When a property owner fails to make a certain number of consecutive mortgage payments, the lender begins the foreclosure process. Eventually notices of the sale arrive in the property owner’s mailbox and appear in local newspapers. If the property owner doesn’t bring the mortgage payments current, the sale proceeds. Sheriff’s sales or foreclosure auctions, which sell foreclosed property, often occur on the steps of the county courthouse. The minimum bid at the auction usually is the amount owed to the lender. What happens after the public auction varies depending on state and county rules and laws.
Sale Is Over
At the conclusion of the sheriff's sale, the bids are reviewed, and the highest bidder is given the opportunity to buy the house. Often, full payment in the form of a certified check or cash is required immediately after the auction, although there are some states and counties that allow payments several days to months after the auction. Sometimes the second-highest bidder is offered the chance to buy the property if the highest bidder falls through on paying for the foreclosed property.
Minimum Bid at Auction
If the minimum bid is not reached, the lender owns the property. The bank, mortgage company or other financial institution takes ownership. The lender will then hire a real estate broker to assist in selling the home. Real estate companies and lenders provide lists of real-estate-owned, or REO, property available for purchase and will sometimes post listings of the foreclosed properties in the (Multiple Listings Service (MLS).
In some states and counties, the owner has the right to redeem the property after the auction. The owner pays the purchase price, late fees, court fees and interest. The purchase price is returned to the highest bidder if the house is redeemed within a stated time period. If the property isn’t redeemed, the highest bidder receives title to the property after a specified time period.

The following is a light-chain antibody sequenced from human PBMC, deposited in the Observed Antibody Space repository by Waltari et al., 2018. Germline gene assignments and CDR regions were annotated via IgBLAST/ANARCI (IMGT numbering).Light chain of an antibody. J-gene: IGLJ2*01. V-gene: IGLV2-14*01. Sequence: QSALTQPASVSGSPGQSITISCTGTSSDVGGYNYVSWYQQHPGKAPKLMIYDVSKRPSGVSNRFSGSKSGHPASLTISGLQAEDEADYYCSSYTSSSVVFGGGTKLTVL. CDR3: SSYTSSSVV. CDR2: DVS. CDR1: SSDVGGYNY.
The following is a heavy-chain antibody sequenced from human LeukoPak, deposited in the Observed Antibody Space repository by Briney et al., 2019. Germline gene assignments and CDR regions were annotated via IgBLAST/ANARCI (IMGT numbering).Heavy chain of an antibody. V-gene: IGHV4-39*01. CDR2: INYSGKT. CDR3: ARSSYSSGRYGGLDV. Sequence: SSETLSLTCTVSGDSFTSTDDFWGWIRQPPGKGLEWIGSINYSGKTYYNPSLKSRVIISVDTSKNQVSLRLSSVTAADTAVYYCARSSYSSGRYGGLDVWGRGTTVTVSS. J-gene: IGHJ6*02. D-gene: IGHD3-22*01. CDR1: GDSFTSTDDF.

Condition of House
Often a house inspection isn’t possible before the sheriff’s auction. The property is sold “as-is." Tenants or the property owner might still reside in the home. The highest bidder receives title to the property after the listed redemption period. At that time, the new buyer takes ownership and evicts the tenants, if necessary. The new owner often buys title insurance. This insures the new buyer against loss from title defects. The property purchaser also makes sure the new deed is recorded with the county recorder’s office.
- How Do Courthouse Foreclosure Auctions Work?
- How Do Real Estate Auctions Work?
- What Happens After a Sheriff's Auction Home Does Not Sell?
- What Happens if You Purchase a Home at a Tax Lien Sale & There Is a Mortgage Lien Owed?
- Tax Write-Offs on Home Lease-Purchases
- Is a Fee Simple Title as Good as a Warranty Deed?
- Who Holds the Deed to the Property When a Satisfaction of Mortgage Is Filed?
- Nebraska Property Tax Lien Law